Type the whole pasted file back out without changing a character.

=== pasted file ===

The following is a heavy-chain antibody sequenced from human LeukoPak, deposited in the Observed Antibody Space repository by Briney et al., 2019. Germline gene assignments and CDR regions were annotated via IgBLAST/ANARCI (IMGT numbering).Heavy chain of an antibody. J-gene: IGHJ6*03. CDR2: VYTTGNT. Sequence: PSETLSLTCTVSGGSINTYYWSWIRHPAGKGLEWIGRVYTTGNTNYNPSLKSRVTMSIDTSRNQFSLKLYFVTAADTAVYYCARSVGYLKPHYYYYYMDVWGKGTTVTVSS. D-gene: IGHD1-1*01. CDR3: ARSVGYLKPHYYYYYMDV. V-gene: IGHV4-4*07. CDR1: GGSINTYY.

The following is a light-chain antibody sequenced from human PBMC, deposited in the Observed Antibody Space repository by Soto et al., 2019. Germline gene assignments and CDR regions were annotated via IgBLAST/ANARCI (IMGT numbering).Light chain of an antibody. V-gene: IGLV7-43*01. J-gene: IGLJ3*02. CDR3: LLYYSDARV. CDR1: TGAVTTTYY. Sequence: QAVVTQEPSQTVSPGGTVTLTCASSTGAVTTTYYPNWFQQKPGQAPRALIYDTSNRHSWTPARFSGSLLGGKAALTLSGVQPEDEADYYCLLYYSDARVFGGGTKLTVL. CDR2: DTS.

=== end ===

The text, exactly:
The following is a heavy-chain antibody sequenced from human LeukoPak, deposited in the Observed Antibody Space repository by Briney et al., 2019. Germline gene assignments and CDR regions were annotated via IgBLAST/ANARCI (IMGT numbering).Heavy chain of an antibody. J-gene: IGHJ6*03. CDR2: VYTTGNT. Sequence: PSETLSLTCTVSGGSINTYYWSWIRHPAGKGLEWIGRVYTTGNTNYNPSLKSRVTMSIDTSRNQFSLKLYFVTAADTAVYYCARSVGYLKPHYYYYYMDVWGKGTTVTVSS. D-gene: IGHD1-1*01. CDR3: ARSVGYLKPHYYYYYMDV. V-gene: IGHV4-4*07. CDR1: GGSINTYY.

The following is a light-chain antibody sequenced from human PBMC, deposited in the Observed Antibody Space repository by Soto et al., 2019. Germline gene assignments and CDR regions were annotated via IgBLAST/ANARCI (IMGT numbering).Light chain of an antibody. V-gene: IGLV7-43*01. J-gene: IGLJ3*02. CDR3: LLYYSDARV. CDR1: TGAVTTTYY. Sequence: QAVVTQEPSQTVSPGGTVTLTCASSTGAVTTTYYPNWFQQKPGQAPRALIYDTSNRHSWTPARFSGSLLGGKAALTLSGVQPEDEADYYCLLYYSDARVFGGGTKLTVL. CDR2: DTS.